Rutgers Alumna Gains Strength in Battle Against Cancer from Supporters

Rutgers Alumna Gains Strength in Battle Against Cancer from Supporters

Scarlet Knights women’s basketball team rallies around its former student manager

Gianna DeVeitro, right, with C. Vivian Stringer, head coach of the Scarlet Knights. Gianna is a former student manager of the women's basketball team.
Photo: Courtesy of Larry Perfetti

'It did us well to feel the energy and see what it means to have a spirit of fight inside. Gianna is a living spirit for all of us.'
– C. Vivian Stringer, coach of the Rutgers women's basketball team

Gianna DeVeitro ‘16 had just graduated from Rutgers and celebrated the end of college by visiting a friend in Florida. She was back home in New Jersey looking for a job at a TV station or magazine when she suddenly began having severe abdominal pain and a fever.

Her family physician suspected acid reflux, but when her pain intensified, DeVeitro was sent to Inspira Medical Center Woodbury, near her home in Deptford. She was released but readmitted two days later when her fever reached 102, and this time, her doctor ordered a blood analysis. "When the pathologist was looking at the blood smear, they then noticed I had abnormal cells, and they knew I had leukemia," DeVeitro says.

Her diagnosis of acute myeloid leukemia last July began a roller-coaster of treatment that has consumed DeVeitro's life, from her first round of chemotherapy (which failed) to the second, followed by a bone marrow transplant at the Hospital of the University of Pennsylvania. A week after her potentially life-saving transplant, a drug she was allergic to caused her temperature to spike to nearly 107.

Through it all, however, DeVeitro has been comforted in her battle against cancer by the support of a close-knit group of Rutgers alumni, athletes and coaches who have one thing in common: Rutgers women's basketball. Since her diagnosis, Scarlet Knights team members, coaches and fans have all rallied round DeVeitro, who was a student manager of the team and a member of the Rutgers Women's Club Basketball.

As a student manager for the team for two years, DeVeitro spent up to five hours a day scheduling and tracking the players' practice, timing their drills and buying groceries and drinks for the girls. "Everyone wants to give back to Gianna because she gave so much to us," says C. Vivian Stringer, head coach of the Scarlet Knights. "She's so young and beautiful, and the world's ahead of her – and then for this to happen."

Just five days before her bone-marrow transplant in November, Stringer and the entire team visited DeVeitro at the Hospital of the University of Pennsylvania after their game at Drexel University in Philadelphia. Stringer recalls how impressed she was with DeVeitro's positive attitude toward her treatment.

"It did us well to feel the energy and see what it means to have a spirit of fight inside," says Stringer, adding that DeVeitro reminded her of her father, who had both his legs amputated but then went back to work as a coal miner. "Gianna is a living spirit for all of us."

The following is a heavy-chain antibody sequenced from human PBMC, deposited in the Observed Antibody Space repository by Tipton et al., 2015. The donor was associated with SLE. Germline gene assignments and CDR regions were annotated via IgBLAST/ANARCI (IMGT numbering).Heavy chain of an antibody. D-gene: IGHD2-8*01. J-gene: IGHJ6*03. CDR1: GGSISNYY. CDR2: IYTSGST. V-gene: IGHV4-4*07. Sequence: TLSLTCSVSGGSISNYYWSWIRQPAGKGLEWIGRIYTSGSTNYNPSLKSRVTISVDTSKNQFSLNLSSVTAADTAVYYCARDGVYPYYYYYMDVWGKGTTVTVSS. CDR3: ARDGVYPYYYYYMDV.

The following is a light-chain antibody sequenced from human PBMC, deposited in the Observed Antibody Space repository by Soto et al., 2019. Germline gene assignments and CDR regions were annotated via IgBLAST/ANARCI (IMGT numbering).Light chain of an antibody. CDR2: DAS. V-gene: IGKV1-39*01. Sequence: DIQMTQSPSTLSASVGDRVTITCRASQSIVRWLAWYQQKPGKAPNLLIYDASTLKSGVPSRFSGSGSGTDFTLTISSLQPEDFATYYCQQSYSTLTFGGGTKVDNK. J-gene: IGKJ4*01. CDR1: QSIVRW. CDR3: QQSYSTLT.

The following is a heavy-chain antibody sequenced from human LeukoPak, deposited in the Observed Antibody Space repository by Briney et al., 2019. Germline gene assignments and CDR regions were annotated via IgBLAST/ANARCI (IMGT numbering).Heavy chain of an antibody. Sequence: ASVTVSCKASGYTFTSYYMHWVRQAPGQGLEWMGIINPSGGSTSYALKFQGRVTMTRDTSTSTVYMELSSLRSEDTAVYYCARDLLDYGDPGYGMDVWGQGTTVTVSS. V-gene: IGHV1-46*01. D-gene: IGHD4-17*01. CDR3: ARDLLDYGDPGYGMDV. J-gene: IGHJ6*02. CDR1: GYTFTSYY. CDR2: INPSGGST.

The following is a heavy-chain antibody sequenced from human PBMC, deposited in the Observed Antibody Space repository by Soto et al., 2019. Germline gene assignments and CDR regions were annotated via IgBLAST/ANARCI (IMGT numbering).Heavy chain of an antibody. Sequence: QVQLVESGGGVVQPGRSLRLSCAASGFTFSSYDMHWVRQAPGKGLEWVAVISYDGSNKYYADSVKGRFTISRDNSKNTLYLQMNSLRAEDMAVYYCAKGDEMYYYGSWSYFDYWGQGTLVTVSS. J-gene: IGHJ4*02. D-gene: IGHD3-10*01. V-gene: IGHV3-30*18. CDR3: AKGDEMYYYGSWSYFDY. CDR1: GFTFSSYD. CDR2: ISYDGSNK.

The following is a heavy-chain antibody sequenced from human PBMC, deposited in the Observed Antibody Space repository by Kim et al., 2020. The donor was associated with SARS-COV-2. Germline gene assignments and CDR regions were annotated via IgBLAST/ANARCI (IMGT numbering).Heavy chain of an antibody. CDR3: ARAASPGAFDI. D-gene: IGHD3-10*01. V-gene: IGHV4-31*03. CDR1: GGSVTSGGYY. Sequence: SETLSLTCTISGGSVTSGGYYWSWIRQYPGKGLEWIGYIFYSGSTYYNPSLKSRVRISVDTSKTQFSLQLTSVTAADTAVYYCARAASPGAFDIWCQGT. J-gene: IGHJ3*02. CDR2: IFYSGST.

DeVeitro's fight to overcome leukemia also attracted the attention of Larry Perfetti, a three-time Rutgers graduate and retired psychologist whose daughter Kiersten died of cancer when she was 22. Like her parents, Kiersten, who had attended Goucher College for one year before her diagnosis, was a loyal Scarlet Knights fan.

"She was the most fanatic of the Rutgers women's basketball fans," says Perfetti, a Highland Park resident who once brought his family to France to accompany the basketball team on tour. "She considered Coach Stringer her basketball mother. Coach Stringer taught her how to play basketball, and she was very encouraging. And Coach Stringer flew back from Iowa to attend our daughter's wake."

Coach Stringer and the Scarlet Knights team visit DeVeitro, center, at the Hospital of the University of Pennsylvania.
Photo; Courtesy of Larry Perfetti
A year before she died in 2008, Kiersten founded a nonprofit called Kier's Kidz to raise money to help children and young adults with cancer by funding organizations such as the Ronald McDonald House and Alex's Lemonade Stand. Since Kier's Kidz received tax-exempt status in 2012, it has provided direct financial and emotional support to children and young adults with cancer and their families.

In October, Perfetti, the CEO of Kier's Kidz, created a crowd-funding site on the platform to help DeVeitro's family with their financial hardships. DeVeitro mother, Tina, who is single, was forced to quit her job as a medical assistant last August so she could provide round-the-clock care for Gianna. The crowd-funding campaign has so far raised $3,725 of its targeted $35,000 needed to help the family survive financially until Tina can return to work, Perfetti says.

Since her release from the hospital the day after Thanksgiving, DeVeitro has been recovering at home while recording her daily progress on her Facebook page, One Cell At A Time. She still plans to use her journalism and media studies degree from Rutgers' School of Communication and Information to find a job but also hopes to write a book about her experience battling leukemia.

Her goal is to educate people about the disease and the need for bone marrow donors to help patients overcome it. "I just want to bring as much awareness about leukemia as possible," she says. "And I just want more people to become donors, because it really does save lives."    

For media inquiries, contact Carla Cantor at or 848-932-0555.